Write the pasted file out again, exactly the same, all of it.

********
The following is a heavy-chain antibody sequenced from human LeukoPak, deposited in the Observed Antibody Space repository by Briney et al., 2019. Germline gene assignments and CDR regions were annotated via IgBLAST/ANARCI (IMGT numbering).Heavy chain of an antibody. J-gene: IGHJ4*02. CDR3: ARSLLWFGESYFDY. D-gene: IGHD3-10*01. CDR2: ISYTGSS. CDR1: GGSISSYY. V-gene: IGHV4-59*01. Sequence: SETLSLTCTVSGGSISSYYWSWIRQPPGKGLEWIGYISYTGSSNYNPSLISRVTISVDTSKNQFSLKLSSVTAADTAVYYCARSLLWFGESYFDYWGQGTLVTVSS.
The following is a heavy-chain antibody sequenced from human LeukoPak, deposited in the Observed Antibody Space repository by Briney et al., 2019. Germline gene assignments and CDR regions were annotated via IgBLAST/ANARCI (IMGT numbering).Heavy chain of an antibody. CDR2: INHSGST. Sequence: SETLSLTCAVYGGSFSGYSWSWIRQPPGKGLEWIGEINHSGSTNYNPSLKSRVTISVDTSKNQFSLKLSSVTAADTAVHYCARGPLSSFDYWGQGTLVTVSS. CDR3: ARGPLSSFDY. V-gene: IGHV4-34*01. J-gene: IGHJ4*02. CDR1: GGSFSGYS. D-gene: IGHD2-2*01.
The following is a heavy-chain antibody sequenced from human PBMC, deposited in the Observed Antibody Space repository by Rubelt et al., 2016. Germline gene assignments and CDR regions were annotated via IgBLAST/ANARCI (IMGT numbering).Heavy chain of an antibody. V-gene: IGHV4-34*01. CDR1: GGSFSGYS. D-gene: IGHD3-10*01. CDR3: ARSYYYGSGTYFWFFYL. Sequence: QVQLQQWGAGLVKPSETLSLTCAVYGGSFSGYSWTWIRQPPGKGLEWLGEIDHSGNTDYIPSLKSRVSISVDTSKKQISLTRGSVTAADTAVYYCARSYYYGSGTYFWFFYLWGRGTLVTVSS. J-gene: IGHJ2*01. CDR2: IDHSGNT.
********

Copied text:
The following is a heavy-chain antibody sequenced from human LeukoPak, deposited in the Observed Antibody Space repository by Briney et al., 2019. Germline gene assignments and CDR regions were annotated via IgBLAST/ANARCI (IMGT numbering).Heavy chain of an antibody. J-gene: IGHJ4*02. CDR3: ARSLLWFGESYFDY. D-gene: IGHD3-10*01. CDR2: ISYTGSS. CDR1: GGSISSYY. V-gene: IGHV4-59*01. Sequence: SETLSLTCTVSGGSISSYYWSWIRQPPGKGLEWIGYISYTGSSNYNPSLISRVTISVDTSKNQFSLKLSSVTAADTAVYYCARSLLWFGESYFDYWGQGTLVTVSS.
The following is a heavy-chain antibody sequenced from human LeukoPak, deposited in the Observed Antibody Space repository by Briney et al., 2019. Germline gene assignments and CDR regions were annotated via IgBLAST/ANARCI (IMGT numbering).Heavy chain of an antibody. CDR2: INHSGST. Sequence: SETLSLTCAVYGGSFSGYSWSWIRQPPGKGLEWIGEINHSGSTNYNPSLKSRVTISVDTSKNQFSLKLSSVTAADTAVHYCARGPLSSFDYWGQGTLVTVSS. CDR3: ARGPLSSFDY. V-gene: IGHV4-34*01. J-gene: IGHJ4*02. CDR1: GGSFSGYS. D-gene: IGHD2-2*01.
The following is a heavy-chain antibody sequenced from human PBMC, deposited in the Observed Antibody Space repository by Rubelt et al., 2016. Germline gene assignments and CDR regions were annotated via IgBLAST/ANARCI (IMGT numbering).Heavy chain of an antibody. V-gene: IGHV4-34*01. CDR1: GGSFSGYS. D-gene: IGHD3-10*01. CDR3: ARSYYYGSGTYFWFFYL. Sequence: QVQLQQWGAGLVKPSETLSLTCAVYGGSFSGYSWTWIRQPPGKGLEWLGEIDHSGNTDYIPSLKSRVSISVDTSKKQISLTRGSVTAADTAVYYCARSYYYGSGTYFWFFYLWGRGTLVTVSS. J-gene: IGHJ2*01. CDR2: IDHSGNT.